wedding festivities because they involved people, and Jesus came to be
with people. Our mission can often be accomplished in joyous times of
celebration with others. Bring balance to your life by bringing Jesus into
times of celebration with others as well as times of work.
2:4 Mary was probably not asking Jesus to do a miracle; she was simply
hoping that her son would help solve this major problem and find some
wine. Tradition says that Joseph, Mary’s husband, was dead, so she probably was used to asking for her son’s help in certain situations. Jesus’
answer to Mary is difficult to understand, but maybe that is the point.
It showed her that he had his own priorities and was focused on God’s
timetable. Although Mary did not understand what Jesus was going to
do, she trusted him to do what was right. Those who believe in Jesus
but run into situations they cannot understand must continue to trust
that he will work in the best way.
2:5 Mary submitted to Jesus’ way of doing things. She recognized that
Jesus was more than her human s­ on—­he was the Son of God. When we
bring our problems to Jesus, we may think we know how he should take
care of them. But he may have a completely different plan from ours.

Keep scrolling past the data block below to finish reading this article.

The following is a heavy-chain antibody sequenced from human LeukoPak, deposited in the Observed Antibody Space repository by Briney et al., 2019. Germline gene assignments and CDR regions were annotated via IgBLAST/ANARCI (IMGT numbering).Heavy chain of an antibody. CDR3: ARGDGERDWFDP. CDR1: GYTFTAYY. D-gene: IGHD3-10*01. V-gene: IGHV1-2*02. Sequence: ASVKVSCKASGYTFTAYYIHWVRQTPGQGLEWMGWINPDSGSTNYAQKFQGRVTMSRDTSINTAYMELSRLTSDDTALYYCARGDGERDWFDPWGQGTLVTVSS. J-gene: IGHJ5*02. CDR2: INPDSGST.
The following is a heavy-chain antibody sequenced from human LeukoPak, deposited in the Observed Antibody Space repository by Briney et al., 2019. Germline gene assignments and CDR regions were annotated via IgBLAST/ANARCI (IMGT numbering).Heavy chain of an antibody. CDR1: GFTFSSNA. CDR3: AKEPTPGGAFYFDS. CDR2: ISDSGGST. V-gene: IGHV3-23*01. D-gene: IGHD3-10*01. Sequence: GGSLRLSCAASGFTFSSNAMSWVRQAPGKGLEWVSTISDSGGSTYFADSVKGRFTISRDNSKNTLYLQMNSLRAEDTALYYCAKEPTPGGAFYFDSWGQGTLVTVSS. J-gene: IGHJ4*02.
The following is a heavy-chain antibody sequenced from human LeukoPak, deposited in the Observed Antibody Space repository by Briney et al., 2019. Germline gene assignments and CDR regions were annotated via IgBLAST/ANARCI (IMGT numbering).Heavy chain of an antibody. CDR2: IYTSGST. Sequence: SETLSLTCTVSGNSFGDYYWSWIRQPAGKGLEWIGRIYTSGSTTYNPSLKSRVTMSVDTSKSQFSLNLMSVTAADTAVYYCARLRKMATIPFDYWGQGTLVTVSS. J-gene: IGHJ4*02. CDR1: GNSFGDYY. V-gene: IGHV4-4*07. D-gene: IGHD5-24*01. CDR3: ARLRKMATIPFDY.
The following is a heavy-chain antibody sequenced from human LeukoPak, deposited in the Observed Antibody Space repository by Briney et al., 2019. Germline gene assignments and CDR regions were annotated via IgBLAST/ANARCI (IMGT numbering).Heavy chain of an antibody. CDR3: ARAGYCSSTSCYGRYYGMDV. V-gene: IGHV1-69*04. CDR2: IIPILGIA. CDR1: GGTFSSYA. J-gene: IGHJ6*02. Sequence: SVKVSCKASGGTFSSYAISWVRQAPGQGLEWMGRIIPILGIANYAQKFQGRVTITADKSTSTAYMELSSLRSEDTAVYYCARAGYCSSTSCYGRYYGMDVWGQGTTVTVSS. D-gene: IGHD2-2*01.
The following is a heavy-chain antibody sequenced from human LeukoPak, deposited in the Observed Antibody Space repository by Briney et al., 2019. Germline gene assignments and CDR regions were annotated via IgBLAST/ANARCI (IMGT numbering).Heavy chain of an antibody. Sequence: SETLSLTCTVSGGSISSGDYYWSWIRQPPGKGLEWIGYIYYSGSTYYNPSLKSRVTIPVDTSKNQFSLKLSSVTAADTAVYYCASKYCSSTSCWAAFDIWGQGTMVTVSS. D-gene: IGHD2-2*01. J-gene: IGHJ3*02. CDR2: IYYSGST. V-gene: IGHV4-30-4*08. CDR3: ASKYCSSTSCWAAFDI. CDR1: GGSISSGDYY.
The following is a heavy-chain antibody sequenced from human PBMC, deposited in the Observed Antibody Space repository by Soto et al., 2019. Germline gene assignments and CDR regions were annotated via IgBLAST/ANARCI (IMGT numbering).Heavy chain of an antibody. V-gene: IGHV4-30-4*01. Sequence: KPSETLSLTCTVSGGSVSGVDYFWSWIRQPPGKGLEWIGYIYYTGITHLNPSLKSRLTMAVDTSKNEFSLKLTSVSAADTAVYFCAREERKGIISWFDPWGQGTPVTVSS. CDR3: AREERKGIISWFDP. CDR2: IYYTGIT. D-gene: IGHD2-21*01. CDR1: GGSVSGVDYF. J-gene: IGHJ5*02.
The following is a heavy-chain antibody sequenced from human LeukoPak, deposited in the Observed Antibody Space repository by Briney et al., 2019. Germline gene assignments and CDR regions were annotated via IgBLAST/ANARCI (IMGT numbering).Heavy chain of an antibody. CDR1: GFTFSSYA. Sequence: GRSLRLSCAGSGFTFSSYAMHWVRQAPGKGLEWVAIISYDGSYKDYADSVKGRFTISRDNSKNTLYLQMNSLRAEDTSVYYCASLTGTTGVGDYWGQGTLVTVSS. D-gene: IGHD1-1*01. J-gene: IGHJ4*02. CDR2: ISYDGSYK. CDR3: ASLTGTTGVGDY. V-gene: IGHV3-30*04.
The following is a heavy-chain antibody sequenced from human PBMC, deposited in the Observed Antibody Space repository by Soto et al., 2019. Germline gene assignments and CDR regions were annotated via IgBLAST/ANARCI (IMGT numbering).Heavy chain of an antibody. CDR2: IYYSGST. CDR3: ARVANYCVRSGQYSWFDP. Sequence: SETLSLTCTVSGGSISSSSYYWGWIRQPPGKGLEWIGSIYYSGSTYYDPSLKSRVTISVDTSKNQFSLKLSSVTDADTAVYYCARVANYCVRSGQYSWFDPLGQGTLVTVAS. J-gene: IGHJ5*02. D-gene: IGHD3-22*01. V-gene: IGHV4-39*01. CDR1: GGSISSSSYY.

2:13-22
Matt 21:12-17
Mark 11:15-19
Luke 19:45-48
Like Mary, we should submit and allow him to deal with the problem
as he sees best.
2:6 The six stone water jars would normally be used for ceremonial
washing. When full, the pots would hold 20 to 30 gallons. According to the
Jews’ ceremonial law, people became symbolically unclean by touching
certain everyday objects. Before eating, the Jews would pour water over
their hands to cleanse themselves of any bad influences associated with
what they had touched. Jesus used ordinary elements to do something
extraordinary, and he still does this today.
2:10 People look everywhere but to God for excitement and meaning.
For some reason, they expect God to be dull and lifeless. Just as the
wine Jesus made was the best, so life in him is better than life on our
own. Why wait until everything else runs out before trying God? Why
save the best until last?
2:11 When the disciples saw Jesus’ miracle, they believed in him. The
miracle showed his power over nature and revealed the way he would
go about his ­ministry—­helping others, speaking with authority, and being
in personal touch with people.
Miracles are not merely superhuman events but events that demonstrate God’s power. Almost every miracle Jesus did was a renewal of
fallen c­ reation—­restoring sight, making people who were lame walk, even
restoring life to the dead. Believe in Jesus not because he is a superhero
but because he is the God who continues his creation, even in those of
us who are poor, weak, crippled, orphaned, blind, deaf, or struggling
with some other desperate need.
2:12 Capernaum became Jesus’ home base during his ministry in Galilee.
Located on a major trade route, it was an important city in the region,
with a Roman garrison and a customs station. At Capernaum, Matthew
was called to be a disciple (Matthew 9:9). This city was also the home of
several other disciples (Matthew 4:13-19) and a ­high-­ranking government
official (John 4:46). It had at least one major synagogue. Although Jesus